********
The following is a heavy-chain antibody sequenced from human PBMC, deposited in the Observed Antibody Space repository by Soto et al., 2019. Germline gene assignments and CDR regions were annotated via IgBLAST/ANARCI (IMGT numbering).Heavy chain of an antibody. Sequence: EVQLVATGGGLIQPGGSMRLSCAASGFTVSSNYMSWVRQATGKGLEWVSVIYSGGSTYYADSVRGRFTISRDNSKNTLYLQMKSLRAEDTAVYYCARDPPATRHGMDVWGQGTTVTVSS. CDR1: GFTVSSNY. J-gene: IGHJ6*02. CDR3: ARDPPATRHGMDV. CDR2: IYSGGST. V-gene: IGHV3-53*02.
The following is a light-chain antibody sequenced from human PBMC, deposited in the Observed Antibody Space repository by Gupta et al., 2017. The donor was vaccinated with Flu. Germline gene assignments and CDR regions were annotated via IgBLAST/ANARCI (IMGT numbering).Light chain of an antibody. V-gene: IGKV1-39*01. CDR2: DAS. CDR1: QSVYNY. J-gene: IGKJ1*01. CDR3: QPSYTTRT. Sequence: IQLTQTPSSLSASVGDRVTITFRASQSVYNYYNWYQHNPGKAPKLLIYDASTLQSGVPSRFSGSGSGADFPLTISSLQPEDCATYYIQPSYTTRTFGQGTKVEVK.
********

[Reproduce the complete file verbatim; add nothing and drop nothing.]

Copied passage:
The following is a heavy-chain antibody sequenced from human PBMC, deposited in the Observed Antibody Space repository by Soto et al., 2019. Germline gene assignments and CDR regions were annotated via IgBLAST/ANARCI (IMGT numbering).Heavy chain of an antibody. Sequence: EVQLVATGGGLIQPGGSMRLSCAASGFTVSSNYMSWVRQATGKGLEWVSVIYSGGSTYYADSVRGRFTISRDNSKNTLYLQMKSLRAEDTAVYYCARDPPATRHGMDVWGQGTTVTVSS. CDR1: GFTVSSNY. J-gene: IGHJ6*02. CDR3: ARDPPATRHGMDV. CDR2: IYSGGST. V-gene: IGHV3-53*02.
The following is a light-chain antibody sequenced from human PBMC, deposited in the Observed Antibody Space repository by Gupta et al., 2017. The donor was vaccinated with Flu. Germline gene assignments and CDR regions were annotated via IgBLAST/ANARCI (IMGT numbering).Light chain of an antibody. V-gene: IGKV1-39*01. CDR2: DAS. CDR1: QSVYNY. J-gene: IGKJ1*01. CDR3: QPSYTTRT. Sequence: IQLTQTPSSLSASVGDRVTITFRASQSVYNYYNWYQHNPGKAPKLLIYDASTLQSGVPSRFSGSGSGADFPLTISSLQPEDCATYYIQPSYTTRTFGQGTKVEVK.